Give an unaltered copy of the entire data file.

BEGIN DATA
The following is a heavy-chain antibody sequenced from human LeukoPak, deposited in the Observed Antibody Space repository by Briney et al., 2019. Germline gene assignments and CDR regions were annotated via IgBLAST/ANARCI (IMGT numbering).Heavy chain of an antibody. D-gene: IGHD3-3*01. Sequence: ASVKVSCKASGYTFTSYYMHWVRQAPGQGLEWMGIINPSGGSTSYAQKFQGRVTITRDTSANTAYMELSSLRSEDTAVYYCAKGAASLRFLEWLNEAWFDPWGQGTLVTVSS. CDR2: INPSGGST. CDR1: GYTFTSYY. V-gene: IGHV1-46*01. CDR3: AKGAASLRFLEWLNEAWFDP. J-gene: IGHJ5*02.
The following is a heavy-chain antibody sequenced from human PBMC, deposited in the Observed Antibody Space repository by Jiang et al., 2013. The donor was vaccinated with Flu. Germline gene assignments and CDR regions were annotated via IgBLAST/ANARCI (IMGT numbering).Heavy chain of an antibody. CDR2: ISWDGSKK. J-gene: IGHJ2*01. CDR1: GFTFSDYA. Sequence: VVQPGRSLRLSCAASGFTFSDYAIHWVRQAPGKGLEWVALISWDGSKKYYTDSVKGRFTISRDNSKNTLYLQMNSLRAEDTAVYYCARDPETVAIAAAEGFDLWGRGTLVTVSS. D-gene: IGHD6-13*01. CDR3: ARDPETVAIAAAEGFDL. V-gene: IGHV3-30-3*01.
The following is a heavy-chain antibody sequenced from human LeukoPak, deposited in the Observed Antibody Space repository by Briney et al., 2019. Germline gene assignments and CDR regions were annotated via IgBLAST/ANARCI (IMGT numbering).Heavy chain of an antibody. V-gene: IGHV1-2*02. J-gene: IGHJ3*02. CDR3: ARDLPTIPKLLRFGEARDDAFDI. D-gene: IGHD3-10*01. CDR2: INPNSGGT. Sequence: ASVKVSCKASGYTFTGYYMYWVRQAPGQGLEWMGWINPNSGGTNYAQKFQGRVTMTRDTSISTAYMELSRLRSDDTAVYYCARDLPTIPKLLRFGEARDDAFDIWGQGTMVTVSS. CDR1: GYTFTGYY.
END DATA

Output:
The following is a heavy-chain antibody sequenced from human LeukoPak, deposited in the Observed Antibody Space repository by Briney et al., 2019. Germline gene assignments and CDR regions were annotated via IgBLAST/ANARCI (IMGT numbering).Heavy chain of an antibody. D-gene: IGHD3-3*01. Sequence: ASVKVSCKASGYTFTSYYMHWVRQAPGQGLEWMGIINPSGGSTSYAQKFQGRVTITRDTSANTAYMELSSLRSEDTAVYYCAKGAASLRFLEWLNEAWFDPWGQGTLVTVSS. CDR2: INPSGGST. CDR1: GYTFTSYY. V-gene: IGHV1-46*01. CDR3: AKGAASLRFLEWLNEAWFDP. J-gene: IGHJ5*02.
The following is a heavy-chain antibody sequenced from human PBMC, deposited in the Observed Antibody Space repository by Jiang et al., 2013. The donor was vaccinated with Flu. Germline gene assignments and CDR regions were annotated via IgBLAST/ANARCI (IMGT numbering).Heavy chain of an antibody. CDR2: ISWDGSKK. J-gene: IGHJ2*01. CDR1: GFTFSDYA. Sequence: VVQPGRSLRLSCAASGFTFSDYAIHWVRQAPGKGLEWVALISWDGSKKYYTDSVKGRFTISRDNSKNTLYLQMNSLRAEDTAVYYCARDPETVAIAAAEGFDLWGRGTLVTVSS. D-gene: IGHD6-13*01. CDR3: ARDPETVAIAAAEGFDL. V-gene: IGHV3-30-3*01.
The following is a heavy-chain antibody sequenced from human LeukoPak, deposited in the Observed Antibody Space repository by Briney et al., 2019. Germline gene assignments and CDR regions were annotated via IgBLAST/ANARCI (IMGT numbering).Heavy chain of an antibody. V-gene: IGHV1-2*02. J-gene: IGHJ3*02. CDR3: ARDLPTIPKLLRFGEARDDAFDI. D-gene: IGHD3-10*01. CDR2: INPNSGGT. Sequence: ASVKVSCKASGYTFTGYYMYWVRQAPGQGLEWMGWINPNSGGTNYAQKFQGRVTMTRDTSISTAYMELSRLRSDDTAVYYCARDLPTIPKLLRFGEARDDAFDIWGQGTMVTVSS. CDR1: GYTFTGYY.